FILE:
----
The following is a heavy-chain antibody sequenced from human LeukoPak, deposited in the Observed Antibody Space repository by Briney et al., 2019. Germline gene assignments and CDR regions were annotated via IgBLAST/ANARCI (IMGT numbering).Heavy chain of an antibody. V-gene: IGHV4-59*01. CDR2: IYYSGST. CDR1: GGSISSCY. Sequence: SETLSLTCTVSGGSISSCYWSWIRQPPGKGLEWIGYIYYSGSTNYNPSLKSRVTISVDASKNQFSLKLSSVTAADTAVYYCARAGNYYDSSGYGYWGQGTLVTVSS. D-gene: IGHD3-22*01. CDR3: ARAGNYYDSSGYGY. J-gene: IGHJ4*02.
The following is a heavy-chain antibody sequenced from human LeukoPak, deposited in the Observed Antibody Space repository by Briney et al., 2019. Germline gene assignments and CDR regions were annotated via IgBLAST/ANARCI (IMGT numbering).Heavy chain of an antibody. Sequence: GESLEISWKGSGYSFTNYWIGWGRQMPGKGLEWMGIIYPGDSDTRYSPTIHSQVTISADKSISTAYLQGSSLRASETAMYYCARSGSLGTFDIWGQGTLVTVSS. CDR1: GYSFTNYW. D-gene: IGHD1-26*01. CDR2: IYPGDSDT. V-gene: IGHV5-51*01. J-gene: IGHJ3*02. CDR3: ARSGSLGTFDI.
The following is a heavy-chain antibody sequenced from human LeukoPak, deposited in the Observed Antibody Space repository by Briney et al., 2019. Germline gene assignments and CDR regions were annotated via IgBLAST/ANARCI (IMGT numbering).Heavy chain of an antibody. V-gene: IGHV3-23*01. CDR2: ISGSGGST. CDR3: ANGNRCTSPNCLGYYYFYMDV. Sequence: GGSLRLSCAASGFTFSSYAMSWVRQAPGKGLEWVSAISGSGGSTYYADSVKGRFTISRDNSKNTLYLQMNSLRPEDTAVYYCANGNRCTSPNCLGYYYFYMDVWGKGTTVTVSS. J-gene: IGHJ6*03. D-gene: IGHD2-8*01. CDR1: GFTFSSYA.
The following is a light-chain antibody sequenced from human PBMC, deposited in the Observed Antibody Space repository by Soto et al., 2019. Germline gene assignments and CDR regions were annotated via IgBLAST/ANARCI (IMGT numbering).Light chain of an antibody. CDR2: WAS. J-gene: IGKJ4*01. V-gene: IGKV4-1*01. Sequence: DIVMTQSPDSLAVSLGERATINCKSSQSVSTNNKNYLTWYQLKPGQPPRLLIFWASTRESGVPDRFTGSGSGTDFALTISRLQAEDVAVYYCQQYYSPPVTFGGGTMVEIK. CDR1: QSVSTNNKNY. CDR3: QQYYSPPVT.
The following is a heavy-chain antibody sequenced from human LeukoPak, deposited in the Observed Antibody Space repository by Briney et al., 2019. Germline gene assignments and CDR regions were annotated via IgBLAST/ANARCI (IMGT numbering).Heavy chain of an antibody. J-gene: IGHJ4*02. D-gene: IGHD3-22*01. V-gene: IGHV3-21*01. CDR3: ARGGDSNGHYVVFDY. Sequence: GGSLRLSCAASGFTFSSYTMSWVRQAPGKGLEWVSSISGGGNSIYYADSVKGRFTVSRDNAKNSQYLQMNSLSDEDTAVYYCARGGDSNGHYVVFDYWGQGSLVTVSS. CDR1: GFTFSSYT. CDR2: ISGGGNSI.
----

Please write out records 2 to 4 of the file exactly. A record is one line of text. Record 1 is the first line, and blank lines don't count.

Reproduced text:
The following is a heavy-chain antibody sequenced from human LeukoPak, deposited in the Observed Antibody Space repository by Briney et al., 2019. Germline gene assignments and CDR regions were annotated via IgBLAST/ANARCI (IMGT numbering).Heavy chain of an antibody. Sequence: GESLEISWKGSGYSFTNYWIGWGRQMPGKGLEWMGIIYPGDSDTRYSPTIHSQVTISADKSISTAYLQGSSLRASETAMYYCARSGSLGTFDIWGQGTLVTVSS. CDR1: GYSFTNYW. D-gene: IGHD1-26*01. CDR2: IYPGDSDT. V-gene: IGHV5-51*01. J-gene: IGHJ3*02. CDR3: ARSGSLGTFDI.
The following is a heavy-chain antibody sequenced from human LeukoPak, deposited in the Observed Antibody Space repository by Briney et al., 2019. Germline gene assignments and CDR regions were annotated via IgBLAST/ANARCI (IMGT numbering).Heavy chain of an antibody. V-gene: IGHV3-23*01. CDR2: ISGSGGST. CDR3: ANGNRCTSPNCLGYYYFYMDV. Sequence: GGSLRLSCAASGFTFSSYAMSWVRQAPGKGLEWVSAISGSGGSTYYADSVKGRFTISRDNSKNTLYLQMNSLRPEDTAVYYCANGNRCTSPNCLGYYYFYMDVWGKGTTVTVSS. J-gene: IGHJ6*03. D-gene: IGHD2-8*01. CDR1: GFTFSSYA.
The following is a light-chain antibody sequenced from human PBMC, deposited in the Observed Antibody Space repository by Soto et al., 2019. Germline gene assignments and CDR regions were annotated via IgBLAST/ANARCI (IMGT numbering).Light chain of an antibody. CDR2: WAS. J-gene: IGKJ4*01. V-gene: IGKV4-1*01. Sequence: DIVMTQSPDSLAVSLGERATINCKSSQSVSTNNKNYLTWYQLKPGQPPRLLIFWASTRESGVPDRFTGSGSGTDFALTISRLQAEDVAVYYCQQYYSPPVTFGGGTMVEIK. CDR1: QSVSTNNKNY. CDR3: QQYYSPPVT.